Each year, specific themes emerge at the festival, not because the festival directors set out to impose their own, but because, as festival manager Stella Pence pointed out, ``We have observed that world cinema really does seem to rise in waves -- especially over the last five or six years. One year the major concerns included nuclear holocaust, another year families were the focus of filmmakers around the world.''
This year seems to be the year of the documentary. Asian and Mexican narrative films reflect a new vitality, too.
``Frida,'' by Paul Leduc, is a dramatic biography of Mexican painter Frida Kahlo. Impeccably shot, acted, and edited, ``Frida'' attempts to reveal the origins of the painter's creative process. Graphic glimpses of her physical suffering, however, while explanative of her imagery, become ultimately stifling.
``Nicaragua Was Our Home,'' by Lee Ditman Shapiro, reports on the plight of Miskito Indians, building a case against Sandinista policy toward them. Balancing the program was ``Harvest of Peace,'' a defense of the Sandinistas and their reforms.
``The Funeral,'' by Japan's Juzo Itami, presents a contemporary Japanese family caught without its traditions at a family funeral. The black humor of the film underscores the inadequacies of modern culture faced with an age-old problem. Videotapes on etiquette seem ludicrous, but what's a family to do when the loss of prescribed cultural behavior (like traditional ritual) has not been replaced by anything at all?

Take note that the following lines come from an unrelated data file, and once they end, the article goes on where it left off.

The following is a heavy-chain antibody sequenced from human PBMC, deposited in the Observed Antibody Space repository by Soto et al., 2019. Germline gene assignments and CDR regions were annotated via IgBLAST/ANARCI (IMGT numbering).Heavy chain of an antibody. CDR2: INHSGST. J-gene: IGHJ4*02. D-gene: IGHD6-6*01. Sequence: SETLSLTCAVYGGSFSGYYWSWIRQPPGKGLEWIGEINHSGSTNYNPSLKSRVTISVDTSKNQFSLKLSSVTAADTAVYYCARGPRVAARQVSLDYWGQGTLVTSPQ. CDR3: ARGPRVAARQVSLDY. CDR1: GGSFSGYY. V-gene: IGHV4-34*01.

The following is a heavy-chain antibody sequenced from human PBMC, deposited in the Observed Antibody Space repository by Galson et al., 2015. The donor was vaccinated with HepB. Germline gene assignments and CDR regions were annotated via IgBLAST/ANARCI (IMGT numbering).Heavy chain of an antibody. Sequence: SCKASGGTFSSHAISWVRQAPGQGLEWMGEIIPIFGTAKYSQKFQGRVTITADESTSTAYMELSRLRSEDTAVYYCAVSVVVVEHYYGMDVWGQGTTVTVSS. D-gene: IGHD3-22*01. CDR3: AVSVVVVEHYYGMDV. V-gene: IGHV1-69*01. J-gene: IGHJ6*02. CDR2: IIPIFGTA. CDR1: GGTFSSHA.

``Yellow Earth'' offers a glimpse of Chinese dramatic film, while ``The Great Wall Is a Great Wall,'' by Chinese-American Peter Wang, comically notes the cross-generational as well as cross-cultural conflicts between Americanized Chinese and their relatives in Peking.
Telluride's best American films this year were all documentaries, with the one exception of ``Mishima,'' by Paul Schrader (``American Gigolo''), a film about Japanese novelist Yukio Mishima -- made in Japan in Japanese. Les Blank and Ricky Leacock, perhaps the most important documentary filmmakers on the scene today, were both there with their new films. Mr. Blank's ``Cigarette Blues'' elicited high praise from Mr. Leacock, whose own ``Lulu in Berlin'' is an intense portrait of silent film star Lo uise Brooks.
Telluride nurtures American independent film. ``We can do something for independent film,'' Mrs. Pence said. ``Our secret love is finding those good films and getting them out. Greg Nava's `El Norte' found a distributor at Telluride.''
The work of Stan Brakhage, experimental film artist, has been collected by many of the best museums in Europe and America. Brakhage's new films based upon Dante's ``Divine Comedy'' are hand-painted and startlingly beautiful.
The tribute to one of Europe's most visible and talented actresses, Hanna Schygulla, and another to Alexander Trauner, who designed the sets of so many fine films from ``Les Enfants du Paradis'' to ``The Man Who Would Be King,'' found an educated, intense audience.
Telluride is an odd place for a festival. May the tradition long continue.